Tonight is the night! The night before Christmas. It is a great time of year when people are nicer to each other. We hope it will be a time of Peace and Good Will to all.
In America it is especially a time for children. My memories of Christmas are replete with warm thoughts of preparing for Christmas. I especially cherish the memories of decorating the Christmas tree. Carefully placing first the lights, and then the ornaments around the tree. Putting tinsel around a real tree was the last thing done. When I was small, my Mom helped me put a star on the highest point of the tree. It was hard to reach that high. I fondly recall the smell of the tree that filled the room.
The excitement was palatable the night before Christmas in anticipation of Santa. Sometimes a mug of milk and a plate of cookies was left for the weary traveler as he stopped by with his reindeer. I loved listening to the story of “The Night before Christmas.” I knew you had to be quiet or else Santa wouldn’t come but it sure was hard to sleep. After all what would Santa bring?
The Christmas story was read from the Bible as well so we wouldn’t forget what the true meaning of Christmas is supposed to be.
Christmas is more than what material things you would hopefully receive. I know I still remember, the hope of getting something else to add to my Lionel Train set. I especially liked getting the milk car, where this little man would come out of the railroad care to make sure the bottles of milk were properly placed.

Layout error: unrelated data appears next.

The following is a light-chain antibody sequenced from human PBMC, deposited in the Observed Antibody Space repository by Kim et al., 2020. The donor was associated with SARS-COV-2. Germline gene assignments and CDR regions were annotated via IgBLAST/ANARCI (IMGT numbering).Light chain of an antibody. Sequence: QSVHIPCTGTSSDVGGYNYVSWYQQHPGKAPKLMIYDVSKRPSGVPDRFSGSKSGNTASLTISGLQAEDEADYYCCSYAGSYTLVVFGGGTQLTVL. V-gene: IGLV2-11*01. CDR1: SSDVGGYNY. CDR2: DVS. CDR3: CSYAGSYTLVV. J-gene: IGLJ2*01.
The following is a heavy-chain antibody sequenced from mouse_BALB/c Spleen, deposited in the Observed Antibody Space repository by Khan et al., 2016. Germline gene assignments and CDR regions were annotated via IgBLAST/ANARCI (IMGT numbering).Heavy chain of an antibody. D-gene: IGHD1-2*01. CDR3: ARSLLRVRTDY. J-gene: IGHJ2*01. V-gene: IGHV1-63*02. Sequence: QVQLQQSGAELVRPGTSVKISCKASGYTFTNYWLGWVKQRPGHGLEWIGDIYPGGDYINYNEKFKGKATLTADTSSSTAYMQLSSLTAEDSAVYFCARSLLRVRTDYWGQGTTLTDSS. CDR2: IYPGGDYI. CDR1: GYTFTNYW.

I wish we had the spirit of Christmas every day. Peace and Love. It is a time of sharing and giving and being with your family if you have one.
As a child your memories are filled with the horror stories of Scrooge and the Grinch who stole Christmas. What was particularly scary were the ghosts who haunted Scrooge during his traumatic night’s sleep on Christmas Eve. You grow to realize that you would never want to be Scrooge or the Grinch. The fear of being alone was hammered home in the story of the tight-fisted Scrooge.
America is experiencing a better Christmas than recent years. The price of gas is down, way down. Families have more money to spend and enjoy the gift of giving.
If I had a Christmas wish list for Santa, at the top of my list, I would want each child to be loved and have food on the table this holiday.
I would wish that our servicemen and women could be home with their families. I will always remember the times Bob Hope was away from home on Christmas bringing good cheer and a few laughs to Americans who were serving abroad away from home and their loved ones. I found the singing of “Silent Night,” particularly sad, for our men and women in uniform would not hear the sounds of laughing children back home.
We have a lot to be thankful for.
I do have my list of those who deserve to be candidates for the Grinch of the Year or the Scrooge of the Year. I nominate, the retiring Senator from Oklahoma, Coburn who held up a bill that would benefit servicemen and women who contemplate suicide.
The Congresspersons who passed an amendment to the Omnibus bill in December, they deserve our contempt as they have put us all at financial risk in the future. May the Ghost of Christmas futures haunt them.
For those Congresspersons who promise to end the Food Stamp program, they should all experience hunger, and remember the hunger pains of Tiny Tim from that childhood tale.
But for the rest of us, I wish you all joy and love around the world in these days of peace and harmony. May we be granted more days in which we treat each other with love and fairness, by living our lives according to the golden rule and the true meaning of Christmas.
And to all a Good Night. Joy and Peace to all!